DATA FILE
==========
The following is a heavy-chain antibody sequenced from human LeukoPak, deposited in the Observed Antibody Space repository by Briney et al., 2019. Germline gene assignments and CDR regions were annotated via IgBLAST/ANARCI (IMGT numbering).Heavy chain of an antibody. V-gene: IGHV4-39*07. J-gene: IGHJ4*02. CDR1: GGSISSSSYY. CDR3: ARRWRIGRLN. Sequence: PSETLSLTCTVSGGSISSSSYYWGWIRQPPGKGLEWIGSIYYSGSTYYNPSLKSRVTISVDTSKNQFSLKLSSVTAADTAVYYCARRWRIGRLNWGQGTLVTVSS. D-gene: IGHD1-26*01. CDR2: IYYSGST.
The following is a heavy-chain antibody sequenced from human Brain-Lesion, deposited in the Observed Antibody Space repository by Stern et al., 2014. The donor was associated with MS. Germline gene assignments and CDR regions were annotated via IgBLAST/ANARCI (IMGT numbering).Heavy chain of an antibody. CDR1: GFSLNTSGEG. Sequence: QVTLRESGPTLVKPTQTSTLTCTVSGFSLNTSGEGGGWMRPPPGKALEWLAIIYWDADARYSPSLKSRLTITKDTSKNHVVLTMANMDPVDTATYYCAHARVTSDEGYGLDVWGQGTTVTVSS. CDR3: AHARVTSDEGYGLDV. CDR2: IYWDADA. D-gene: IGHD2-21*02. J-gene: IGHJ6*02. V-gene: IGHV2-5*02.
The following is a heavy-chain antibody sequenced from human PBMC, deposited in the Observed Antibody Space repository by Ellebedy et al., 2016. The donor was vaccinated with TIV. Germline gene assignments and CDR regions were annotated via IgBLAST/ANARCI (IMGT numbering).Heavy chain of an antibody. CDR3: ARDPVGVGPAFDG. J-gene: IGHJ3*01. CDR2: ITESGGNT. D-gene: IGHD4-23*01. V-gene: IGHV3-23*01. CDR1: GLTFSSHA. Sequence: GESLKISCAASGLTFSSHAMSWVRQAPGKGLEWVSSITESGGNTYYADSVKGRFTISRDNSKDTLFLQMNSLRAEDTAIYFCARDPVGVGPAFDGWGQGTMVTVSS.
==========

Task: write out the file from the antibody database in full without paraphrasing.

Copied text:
The following is a heavy-chain antibody sequenced from human LeukoPak, deposited in the Observed Antibody Space repository by Briney et al., 2019. Germline gene assignments and CDR regions were annotated via IgBLAST/ANARCI (IMGT numbering).Heavy chain of an antibody. V-gene: IGHV4-39*07. J-gene: IGHJ4*02. CDR1: GGSISSSSYY. CDR3: ARRWRIGRLN. Sequence: PSETLSLTCTVSGGSISSSSYYWGWIRQPPGKGLEWIGSIYYSGSTYYNPSLKSRVTISVDTSKNQFSLKLSSVTAADTAVYYCARRWRIGRLNWGQGTLVTVSS. D-gene: IGHD1-26*01. CDR2: IYYSGST.
The following is a heavy-chain antibody sequenced from human Brain-Lesion, deposited in the Observed Antibody Space repository by Stern et al., 2014. The donor was associated with MS. Germline gene assignments and CDR regions were annotated via IgBLAST/ANARCI (IMGT numbering).Heavy chain of an antibody. CDR1: GFSLNTSGEG. Sequence: QVTLRESGPTLVKPTQTSTLTCTVSGFSLNTSGEGGGWMRPPPGKALEWLAIIYWDADARYSPSLKSRLTITKDTSKNHVVLTMANMDPVDTATYYCAHARVTSDEGYGLDVWGQGTTVTVSS. CDR3: AHARVTSDEGYGLDV. CDR2: IYWDADA. D-gene: IGHD2-21*02. J-gene: IGHJ6*02. V-gene: IGHV2-5*02.
The following is a heavy-chain antibody sequenced from human PBMC, deposited in the Observed Antibody Space repository by Ellebedy et al., 2016. The donor was vaccinated with TIV. Germline gene assignments and CDR regions were annotated via IgBLAST/ANARCI (IMGT numbering).Heavy chain of an antibody. CDR3: ARDPVGVGPAFDG. J-gene: IGHJ3*01. CDR2: ITESGGNT. D-gene: IGHD4-23*01. V-gene: IGHV3-23*01. CDR1: GLTFSSHA. Sequence: GESLKISCAASGLTFSSHAMSWVRQAPGKGLEWVSSITESGGNTYYADSVKGRFTISRDNSKDTLFLQMNSLRAEDTAIYFCARDPVGVGPAFDGWGQGTMVTVSS.